Danny borrows 4,000 from Genevive at an annual effective rate of interest i. He agrees to pay back 4,000 after 14 years and 5,440.32 after another 14 years. Danny repays the outstanding balance after 7 years after his first payment. What is the amount of Danny's second payment?

I am not sure what the problem wants me to find.

Danny clearly only pays twice, so the second payment should be 5,440.32, right?

I also don't understand why Danny's loan is paid off between his first and second payment...what is going on?

  • $\begingroup$ Do you know about Present Value (PV)? It helps a lot. If his second payment is after $7$ years, then less interest has accumulated than if he waits $14$ years after the first payment, so he will owe less than $5440.32$. If you still have trouble after giving it a good try, and you have not been given a solution, and if the question has not been put on hold, please leave a message for me, and I can write out a solution. Probably not before tomorrow, it is getting latish here. $\endgroup$ Commented Jan 23, 2015 at 5:26
  • $\begingroup$ Make an equation you can solve for the interest rate - all the information to do that is in the question. Then, plug that into the chain of events, where instead of 14 years for the second period, you'll use 7. $\endgroup$ Commented Jan 23, 2015 at 5:43

2 Answers 2


The PV (present value) of the two payments is $4000(1+i)^{-14}+5440.32(1+i)^{-28}$. This is $4000$. Thus we obtain the equation $$4000(1+i)^{-14}+5440.32(1+i)^{-28}=4000.$$ Let $x=(1+i)^{-14}$. Then the above equation can be written as $$5440.32x^2+4000x-4000=0.$$ This is a quadratic equation in $x$. Solving the equation using the Quadratic Formula, and discard the negative root. Now we know $x$, so we know $(1+i)^{-14}$. We could use the result to calculate $i$, though it turns out we don't need to.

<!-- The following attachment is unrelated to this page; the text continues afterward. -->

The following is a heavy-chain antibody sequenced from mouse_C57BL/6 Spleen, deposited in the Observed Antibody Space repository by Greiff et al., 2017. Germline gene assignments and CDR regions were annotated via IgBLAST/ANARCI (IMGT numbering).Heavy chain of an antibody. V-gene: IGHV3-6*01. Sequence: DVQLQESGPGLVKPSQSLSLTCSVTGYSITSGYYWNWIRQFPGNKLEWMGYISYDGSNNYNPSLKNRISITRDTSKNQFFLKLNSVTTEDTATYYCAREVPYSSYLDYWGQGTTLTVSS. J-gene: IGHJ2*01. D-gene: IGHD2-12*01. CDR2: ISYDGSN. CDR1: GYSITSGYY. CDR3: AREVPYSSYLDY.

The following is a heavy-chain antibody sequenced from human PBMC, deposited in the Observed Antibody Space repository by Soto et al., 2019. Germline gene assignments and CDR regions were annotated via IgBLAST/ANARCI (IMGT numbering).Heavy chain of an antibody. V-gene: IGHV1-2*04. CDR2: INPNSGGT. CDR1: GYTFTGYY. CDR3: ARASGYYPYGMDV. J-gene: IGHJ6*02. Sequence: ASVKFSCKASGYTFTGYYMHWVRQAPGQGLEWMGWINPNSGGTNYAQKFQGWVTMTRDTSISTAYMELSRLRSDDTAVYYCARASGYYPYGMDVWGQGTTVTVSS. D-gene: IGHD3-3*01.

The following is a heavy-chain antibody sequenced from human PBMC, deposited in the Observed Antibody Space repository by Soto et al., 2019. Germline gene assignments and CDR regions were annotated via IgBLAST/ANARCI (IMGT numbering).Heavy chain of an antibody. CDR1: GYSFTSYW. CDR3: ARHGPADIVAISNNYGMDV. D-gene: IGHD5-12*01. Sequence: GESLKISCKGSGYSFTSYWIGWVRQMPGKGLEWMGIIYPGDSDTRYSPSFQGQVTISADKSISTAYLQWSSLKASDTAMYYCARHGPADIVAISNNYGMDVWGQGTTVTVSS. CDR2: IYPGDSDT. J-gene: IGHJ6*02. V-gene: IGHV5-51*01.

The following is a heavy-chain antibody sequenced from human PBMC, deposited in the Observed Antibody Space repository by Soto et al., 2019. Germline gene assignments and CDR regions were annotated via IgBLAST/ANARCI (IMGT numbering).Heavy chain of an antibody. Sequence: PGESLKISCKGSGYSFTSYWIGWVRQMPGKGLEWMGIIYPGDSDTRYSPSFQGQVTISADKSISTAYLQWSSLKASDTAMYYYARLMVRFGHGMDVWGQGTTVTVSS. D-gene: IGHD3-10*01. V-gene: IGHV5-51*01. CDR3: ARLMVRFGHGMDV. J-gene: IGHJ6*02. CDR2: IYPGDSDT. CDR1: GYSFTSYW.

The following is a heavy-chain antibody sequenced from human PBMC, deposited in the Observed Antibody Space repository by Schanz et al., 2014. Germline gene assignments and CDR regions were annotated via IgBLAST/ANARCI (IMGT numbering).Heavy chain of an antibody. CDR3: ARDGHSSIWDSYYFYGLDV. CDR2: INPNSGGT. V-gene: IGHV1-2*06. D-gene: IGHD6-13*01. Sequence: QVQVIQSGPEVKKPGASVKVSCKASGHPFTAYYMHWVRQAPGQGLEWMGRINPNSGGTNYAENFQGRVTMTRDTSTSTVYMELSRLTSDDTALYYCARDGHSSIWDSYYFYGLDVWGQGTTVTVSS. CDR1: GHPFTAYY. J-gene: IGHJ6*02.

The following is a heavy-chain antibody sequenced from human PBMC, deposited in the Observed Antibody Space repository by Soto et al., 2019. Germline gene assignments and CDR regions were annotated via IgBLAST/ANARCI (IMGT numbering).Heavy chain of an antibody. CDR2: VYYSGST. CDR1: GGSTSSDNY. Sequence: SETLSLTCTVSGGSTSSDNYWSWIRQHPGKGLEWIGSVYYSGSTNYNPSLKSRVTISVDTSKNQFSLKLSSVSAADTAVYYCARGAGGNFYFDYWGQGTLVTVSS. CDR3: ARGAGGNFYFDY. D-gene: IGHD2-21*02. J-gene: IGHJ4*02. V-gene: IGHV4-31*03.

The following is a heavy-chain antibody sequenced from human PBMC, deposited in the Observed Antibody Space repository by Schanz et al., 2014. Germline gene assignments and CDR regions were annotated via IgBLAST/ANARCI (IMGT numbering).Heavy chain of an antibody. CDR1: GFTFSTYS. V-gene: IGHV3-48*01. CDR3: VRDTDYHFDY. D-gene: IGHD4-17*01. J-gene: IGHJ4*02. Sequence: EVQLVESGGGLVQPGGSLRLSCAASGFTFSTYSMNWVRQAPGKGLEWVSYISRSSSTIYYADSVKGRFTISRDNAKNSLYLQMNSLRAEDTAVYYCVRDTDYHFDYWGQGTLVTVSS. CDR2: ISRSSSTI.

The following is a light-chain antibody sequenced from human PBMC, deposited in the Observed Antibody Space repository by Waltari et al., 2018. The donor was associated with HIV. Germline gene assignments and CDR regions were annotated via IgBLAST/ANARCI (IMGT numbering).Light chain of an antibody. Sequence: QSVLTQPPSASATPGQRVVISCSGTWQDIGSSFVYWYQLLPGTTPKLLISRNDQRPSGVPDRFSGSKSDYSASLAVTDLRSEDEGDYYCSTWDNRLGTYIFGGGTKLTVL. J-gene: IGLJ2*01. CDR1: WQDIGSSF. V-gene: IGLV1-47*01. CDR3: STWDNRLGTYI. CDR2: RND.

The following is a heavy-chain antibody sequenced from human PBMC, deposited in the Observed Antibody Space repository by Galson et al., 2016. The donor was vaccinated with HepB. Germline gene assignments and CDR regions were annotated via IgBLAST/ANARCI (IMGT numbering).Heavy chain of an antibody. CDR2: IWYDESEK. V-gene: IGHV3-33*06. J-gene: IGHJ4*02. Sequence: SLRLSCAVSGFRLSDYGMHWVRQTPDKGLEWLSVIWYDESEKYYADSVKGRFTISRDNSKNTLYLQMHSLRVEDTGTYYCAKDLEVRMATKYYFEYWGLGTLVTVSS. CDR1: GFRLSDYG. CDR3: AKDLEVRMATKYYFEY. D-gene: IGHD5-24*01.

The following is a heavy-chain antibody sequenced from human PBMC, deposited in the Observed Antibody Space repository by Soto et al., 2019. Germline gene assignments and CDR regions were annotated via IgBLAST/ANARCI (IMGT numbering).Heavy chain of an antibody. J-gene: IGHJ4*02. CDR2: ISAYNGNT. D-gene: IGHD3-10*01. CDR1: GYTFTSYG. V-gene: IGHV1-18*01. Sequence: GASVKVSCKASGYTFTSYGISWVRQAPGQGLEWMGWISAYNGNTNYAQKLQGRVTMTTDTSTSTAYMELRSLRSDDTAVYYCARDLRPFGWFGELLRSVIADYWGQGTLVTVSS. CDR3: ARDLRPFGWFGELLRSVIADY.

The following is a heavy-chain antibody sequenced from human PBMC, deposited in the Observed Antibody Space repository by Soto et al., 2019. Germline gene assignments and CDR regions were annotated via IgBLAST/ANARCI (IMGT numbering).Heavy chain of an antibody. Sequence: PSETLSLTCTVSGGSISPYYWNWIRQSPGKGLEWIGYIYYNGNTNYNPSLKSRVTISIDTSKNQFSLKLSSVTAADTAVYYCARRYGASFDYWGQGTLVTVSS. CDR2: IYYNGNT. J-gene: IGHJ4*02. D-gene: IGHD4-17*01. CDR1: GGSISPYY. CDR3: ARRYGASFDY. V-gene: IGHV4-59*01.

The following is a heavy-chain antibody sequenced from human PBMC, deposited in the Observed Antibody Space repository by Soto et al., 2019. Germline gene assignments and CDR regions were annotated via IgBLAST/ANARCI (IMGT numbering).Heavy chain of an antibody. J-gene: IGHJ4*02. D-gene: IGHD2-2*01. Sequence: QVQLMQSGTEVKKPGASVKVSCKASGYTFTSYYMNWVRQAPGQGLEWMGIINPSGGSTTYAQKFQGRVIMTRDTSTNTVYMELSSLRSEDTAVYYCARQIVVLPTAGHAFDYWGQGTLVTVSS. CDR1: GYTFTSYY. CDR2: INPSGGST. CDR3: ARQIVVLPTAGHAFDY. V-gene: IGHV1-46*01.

Now let's look at the second scenario. Let $P$ be the payment $7$ years after the first payment. Then a present value calculation shows that $$4000(1+i)^{-14}+P(1+i)^{-21}=4000.\tag{1}$$ We know $(1+i)^{-14}$, so we can calculate $(1+i)^{-7}$ by taking the square root, and then we can calculate $(1+i)^{-21}$. Now we know everything in Equation (1) except $P$, so we can solve for $P$.

Remark: As was mentioned in a comment, in the second scenario the second payment comes after $21$ years, not $28$ years. So less interest has accumulated, and therefore in the second scenario the second payment $P$ is less than $5440.32$. Exactly how much less is not obvious, so requires the above calculation.

  • $\begingroup$ You know what, I think I understand the problem a bit better. The borrower "agreed" to paying back with two payments that was suggested to be 4000 in 14 years and 544.32 in 28 years, but he has decided not to do that. I think the problem was not well stated. Either way I really appreciate your input. $\endgroup$
    – hyg17
    Commented Jan 24, 2015 at 4:32
  • $\begingroup$ You are welcome. The wording is not optimal, though the author does fairly well given that (s)he wanted to make the problem statement short. $\endgroup$ Commented Jan 24, 2015 at 5:00

My answer is equivalent with the validated answer but my approach is more intuitive- I hope.

First we need to agree that the structure of payments extinguishes the debt. Otherwise said neither part takes advantage of the other in the second scenario of payments.

Now let’s analyze the first structure:

  1. The residual debt after first payment is $4000(1+i)^{14}-4000$
  2. The residual debt after second payment is zero: $4000(1+i)^{28}-4000(1+i)^{14}-5440.32=0$

Since the residual debt must be zero, then we could solve for $x=(1+i)^{14}$:

$4000x^2-4000x-5440.32=0, x=\frac{4000+\sqrt{4000^2+4\cdot 4000\cdot 5440.32}}{2\cdot 4000}$

Therefore, $(1+i)^{14}=1.7689\Rightarrow i=4\%$

The debt that in the last 14 years amounts to 5440.32 started at $\frac{5440.32}{(1+i)^{14}}$

Now to extinguish in 7 years a debt which in 14 years would amount to 5440.32 at an interest rate i needs to be paid $\frac{5440.32}{(1+i)^{14}}\cdot (1+i)^7=4090.48$.

Final note: both answers produce the same numerical results. However, there is a mistake: while the borrower might have a reason to extinguish the debt sooner, the lender’s interest is only in revenue from interest on lending. In this light then the lender should charge full 14-years interest even when the borrower obliges to pay sooner. The context of the problem is well presented as borrowing between friends but it would not apply to an institutional lender. The only reason an institutional lender would agree on the terms presented in this problem was if the lender already had another borrower lined and willing to accept terms worse than the actual borrower, otherwise said it would advantage the lender to end the current contract sooner.


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